NYSBA President’s Arbitration Ruling Marks Decisive Defeat for Trump Administration

By David Howard King

September 29, 2021

NYSBA President’s Arbitration Ruling Marks Decisive Defeat for Trump Administration


By David Howard King

A three-year legal battle over whether reality TV star Omarosa Manigault Newman violated a non-disclosure agreement with Donald Trump resulted in a decisive defeat for the former president. As a result, the Trump campaign will have to pay Newman’s sizable legal fees.

Newman’s 2018 tell-all about her time in the Trump administration, Unhinged, was the focus of Trump’s complaint, alongside comments she made on television and a recording she shared of a former Trump adviser.

The former president’s campaign sought millions of dollars from Newman for allegedly violating the NDA’s non-disparagement clause. Newman painted a picture of Trump as a mentally deteriorating racist who routinely made lewd comments and emotionally abused his staff.

The arbitrator in the case, T. Andrew Brown, who is also the New York State Bar Association president, found that the NDA was too vague to enforce and that it would have imposed an “unreasonable” obligation on Newman “to never say anything remotely critical of Mr. Trump, his family, or his or family members’ businesses, for the rest of her life.”

Brown declined to be interviewed for this piece.

The ruling could mean several new headaches for Trump, according to Newman’s attorney, John M Philips. “We’ve won in Donald Trump and the Trump Campaign’s chosen forum, ” Phillips told Law & Crime. “They now owe attorney’s fees. Whether the campaign tries to bankrupt out of this ruling, or it energizes more people to come forward and blow the whistle on corrupt government, it’s a win we can all be proud of. People who signed these NDAs should sleep better and speak more freely.”

A spokesperson for the Trump campaign issued this statement to CNN: “Nobody in her life has done more for Omarosa than a man named Donald Trump,” he said. “Unfortunately, like certain others, she forgot all about that — which is fine with me!”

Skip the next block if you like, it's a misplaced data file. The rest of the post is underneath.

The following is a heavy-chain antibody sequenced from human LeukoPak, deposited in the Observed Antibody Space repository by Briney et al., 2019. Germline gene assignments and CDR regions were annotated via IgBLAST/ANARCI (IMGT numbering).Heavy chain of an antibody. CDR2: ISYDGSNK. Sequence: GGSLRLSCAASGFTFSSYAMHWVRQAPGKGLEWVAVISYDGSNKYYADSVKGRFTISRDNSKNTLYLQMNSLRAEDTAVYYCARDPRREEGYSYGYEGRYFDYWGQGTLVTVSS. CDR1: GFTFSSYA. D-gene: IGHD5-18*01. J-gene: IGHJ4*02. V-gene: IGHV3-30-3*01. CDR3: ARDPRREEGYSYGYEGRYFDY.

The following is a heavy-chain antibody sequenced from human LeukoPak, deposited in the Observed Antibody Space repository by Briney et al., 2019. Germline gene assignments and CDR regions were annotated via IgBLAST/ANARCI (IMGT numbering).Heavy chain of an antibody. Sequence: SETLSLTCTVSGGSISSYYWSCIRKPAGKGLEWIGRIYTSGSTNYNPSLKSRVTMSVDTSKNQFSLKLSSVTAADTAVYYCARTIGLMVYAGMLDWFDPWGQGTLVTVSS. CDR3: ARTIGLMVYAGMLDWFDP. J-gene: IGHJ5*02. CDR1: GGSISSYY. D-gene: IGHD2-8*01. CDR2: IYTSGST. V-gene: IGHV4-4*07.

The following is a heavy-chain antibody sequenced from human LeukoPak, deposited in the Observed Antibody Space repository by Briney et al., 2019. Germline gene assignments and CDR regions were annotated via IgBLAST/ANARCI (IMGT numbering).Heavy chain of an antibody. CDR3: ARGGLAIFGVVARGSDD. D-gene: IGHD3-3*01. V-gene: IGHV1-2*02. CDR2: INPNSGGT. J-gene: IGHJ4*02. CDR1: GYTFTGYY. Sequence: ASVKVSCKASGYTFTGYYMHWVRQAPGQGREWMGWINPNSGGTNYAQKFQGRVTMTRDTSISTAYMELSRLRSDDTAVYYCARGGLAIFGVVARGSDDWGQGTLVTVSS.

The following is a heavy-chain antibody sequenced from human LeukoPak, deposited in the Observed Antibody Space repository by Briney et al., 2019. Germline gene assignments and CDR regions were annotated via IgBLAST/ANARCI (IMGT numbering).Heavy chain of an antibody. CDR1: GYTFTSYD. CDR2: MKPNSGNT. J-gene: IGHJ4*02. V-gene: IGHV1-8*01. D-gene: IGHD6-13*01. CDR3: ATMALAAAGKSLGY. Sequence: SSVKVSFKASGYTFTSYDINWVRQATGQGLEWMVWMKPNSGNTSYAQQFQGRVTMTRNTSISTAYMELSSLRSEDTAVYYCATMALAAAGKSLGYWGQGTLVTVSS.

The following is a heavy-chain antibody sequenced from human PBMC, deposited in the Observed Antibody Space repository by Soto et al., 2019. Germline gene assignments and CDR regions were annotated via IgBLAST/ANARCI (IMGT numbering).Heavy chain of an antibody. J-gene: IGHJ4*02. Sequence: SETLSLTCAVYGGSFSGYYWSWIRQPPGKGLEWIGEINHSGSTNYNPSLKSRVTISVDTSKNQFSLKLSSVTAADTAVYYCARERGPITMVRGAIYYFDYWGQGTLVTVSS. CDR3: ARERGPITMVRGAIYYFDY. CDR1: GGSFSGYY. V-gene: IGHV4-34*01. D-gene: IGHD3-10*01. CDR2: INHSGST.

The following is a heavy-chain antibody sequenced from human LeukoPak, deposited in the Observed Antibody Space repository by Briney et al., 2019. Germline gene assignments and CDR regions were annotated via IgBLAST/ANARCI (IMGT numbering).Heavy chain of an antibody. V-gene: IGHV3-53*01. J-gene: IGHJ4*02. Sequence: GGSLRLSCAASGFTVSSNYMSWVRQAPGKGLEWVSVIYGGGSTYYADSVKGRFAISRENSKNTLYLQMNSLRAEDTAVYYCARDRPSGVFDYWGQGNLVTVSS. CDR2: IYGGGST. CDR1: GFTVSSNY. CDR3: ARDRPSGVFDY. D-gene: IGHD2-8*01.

Brown determined that the NDA’s confidentiality provisions “fail as vague and indefinite.”

“The New York Court of Appeals has held that in order for a contract to be formed, the terms that are agreed to must be clear and definite; if they are not, there is no binding contract,” Brown wrote in a decision shared by Newman’s attorney.

Brown’s ruling also notes that due to the vagueness inherent in the NDA there was no way for Newman to know whether she was violating it. “There is no way here to tell if a breach has occurred, since the determination of whether there is a breach is left to the sole determination of Mr. Trump,” wrote Brown.

Philips said that the Trump campaign’s “use of lawsuits as a weapon” and attempts to prevent Newman from exercising her right to political speech under the First Amendment brought up clear ethical issues that moved him to take the case.

While arbitration decisions do not establish a precedent, there are other cases concerning similar NDAs signed with the Trump administration that might be influenced by Brown’s decision.

Several former advisers and associates from the Trump administration have already penned damaging tell-alls, but this ruling could embolden more former advisers who signed similar agreements.

Phillips told NYSBA that he expects the decision will lead others in Trump’s circle to come forward with damaging information due to the similarity of NDAs Trump has used throughout his career.

“I did have the benefit of reviewing other NDAs from people who stood up previously and they are identical,” said Phillips. “There was a second attempt at the White House with NDAs that are substantially similar and then there was one that Omarosa was presented with after that was better but similar. There are hundreds of these out there and while it might not be an opening of the floodgates, I do think it will free up some people to speak their mind.”

Newman’s attorneys have until Oct. 12 to submit documentation about her legal fees. Trump’s lawyers have until Oct. 24 to submit a response.

Phillips says that he does not know how much in attorney’s fees his client will seek to recoup “to the penny” but it would likely be “over one million dollars.” He noted that Trump’s campaign lawyer, Charles Harder, has billed the campaign for $3.8 million for this case.

The decision, which was made available by Newman’s attorney, can be found here: 

Newman Decision
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